The Causes Of Laughter

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According to Google Feedback, the definition of a laugh is making the spontaneous sounds and movements of the face and body that are the instinctive expressions of lively amusement and sometimes also of contempt or derision. Whether it is a deep belly laugh, a giggle, or a high pitched chuckle everyone laughs in different tones and manners. Nobody laughs the same, as many things can influence the way a person laughs and what they perceived to be funny. Laughter can help take a person’s mind off of stressful situations. It can often result from being in a crowd of laughing people and not even necessarily finding something funny. Some people laugh at things when others do not because of age, brain differences, and contagious laughter.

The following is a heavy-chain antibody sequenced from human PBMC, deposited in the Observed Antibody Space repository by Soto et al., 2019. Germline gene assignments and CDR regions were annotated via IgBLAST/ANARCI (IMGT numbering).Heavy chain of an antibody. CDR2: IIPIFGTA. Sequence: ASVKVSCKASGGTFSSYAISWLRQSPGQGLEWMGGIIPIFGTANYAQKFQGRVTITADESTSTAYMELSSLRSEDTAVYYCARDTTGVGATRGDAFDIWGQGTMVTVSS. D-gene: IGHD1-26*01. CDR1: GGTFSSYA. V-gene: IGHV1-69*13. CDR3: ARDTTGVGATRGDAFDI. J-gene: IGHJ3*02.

Scientific studies have shown that children often laugh approximately 300 times per day, while “adults laugh less than twenty times a day” (Martin). So what role does age play in the causes of laughter? For a majority of people, they are born with the ability to laugh. Unless a person is born with the rare disease aphonogelia, in which case they have a disease where they cannot physically make the sounds associated with laughter. For the most part, though, babies are able to laugh at birth. Steve Wilson, a psychologist and laugh therapist, states even “people who are born blind and deaf still laugh. So we know it’s not a learned behavior. Humans are hardwired for laughter” (Griffin). Everyone (except for the people diagnosed with aphonogelia)

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